Friday, July 11, 2008

You call this a vacation? Part 2: Jungle Fever!

At the end of the day, we hiked 25 minutes in total darkness to reach the locally indigenous-run lodge, an awesome complex of open air tropical wood rooms and salons in a somewhat Thai style. In the best British Raj tradition, we got a few drinks, dined on Peruvian dishes, fired up the kerosene lamps, and had a coooooold shower before heading out back on the river to search for caymans at night. Unfortunately, we didn't find any, but one of the group managed to step on some soldier ants and got a bunch of nice bites. While the outboard engines on the canoes we used for going up the river were pretty standard Hondas, the one on the lodge canoe was an amazing contraption of a 1950s rotary engine, 20 feet of galvanized steel pipe, a few pieces or rebar, and a bent nail to faster the screw. (sidenote: it occurred to me later that driving a canoe up a jungle river in almost complete darkness is not one of the safest activities). The next morning (5:30 or so), the guides kicked us out of bed, force-marched us 20 minutes through the dark jungle and up a 100 foot tower contraption to watch the sun rise over the Amazon. Definitely one of the top 5 sunrises of my life.By the way, sleeping on an open platform in the jungle provides great entertainment with the wildlife noises in the background, after darkness you can let them lull your to sleep as they gradually die down. Unfortunately, the night was a bit spoiled by the woman somewhere in another room coughing her lung out the entire night--I have no idea how (a) she didn't expluse all her lung tissue and die and (b) nobody got up a smothered her with a pillow.

All in all, the Amazon seems less dense and--at least at this time--colder than Belize, Thailand, or Africa. But it has the same amount of biting and stinging bugs. Thankfully, DEET and permethin are a wonderful combination to keep the bite count to dozens instead of hundreds. The rest of the day was spent hiking through the jungle with local guides who did a great job of pointing out uses or local plants, dyes, and other natural resources. We also fit in a short boat ride using a raft with a peculiar Peruvian "cayman tail" rudder of a type I've never seen, but that worked extremely well. In the evening we went for a soccer game/river swim after assurances that the stretch of river was reasonably clear of piranhas, caymans, and these nice little fish which creep up the urethra and then anchor themselves with bony hooks.Lunch and dinner were lavish affairs with pork, local fruit juices, and veggies from the highlands. Ironically, while all the food was great, the far and away best dish was a chickpea stew. They also provided the first exposure to coca tea, which tasted a lot better than the instant coffee that seems de rigueur in all large coffee exporting countries. Couldn't they just keep some of the decent stuff?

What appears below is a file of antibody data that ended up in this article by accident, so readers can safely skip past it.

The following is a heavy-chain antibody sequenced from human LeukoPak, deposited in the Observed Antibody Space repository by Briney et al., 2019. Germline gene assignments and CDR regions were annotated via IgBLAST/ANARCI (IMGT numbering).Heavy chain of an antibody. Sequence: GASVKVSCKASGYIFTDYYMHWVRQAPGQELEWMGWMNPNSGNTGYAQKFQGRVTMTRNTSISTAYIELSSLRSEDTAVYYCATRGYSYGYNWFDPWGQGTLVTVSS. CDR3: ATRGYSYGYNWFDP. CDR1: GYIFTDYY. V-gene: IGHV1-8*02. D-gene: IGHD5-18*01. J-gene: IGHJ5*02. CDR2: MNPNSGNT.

Jungle tip 1: If you bathe in a river where you can't see the bottom, throw in some dirt and see if anything reacts before going in.
Jungle tip 2: Don't roll up you pants past the point on your legs where you stopped slathering on DEET. Once group member got dozens of bites on a two inch ring around both legs.
Jungle tip 3: Even if the current doesn't seem that strong, check your bearings every 30 seconds or so.

The next morning we got up at the customary time to take an icy shower and then get back down the river, up the dirt road, and onto a plane to Cusco.


Cindy said...

Want to go!

About that woman with the cough--yeah, I had a companion like that on a trip I took to England. She refused to take any medicine so we kicked her out of the room and made her sleep in the hostel lobby.

Fuck. That.

Leigh Ann said...

"these nice little fish which creep up the urethra and then anchor themselves with bony hooks"


did you see any strange/cool animals?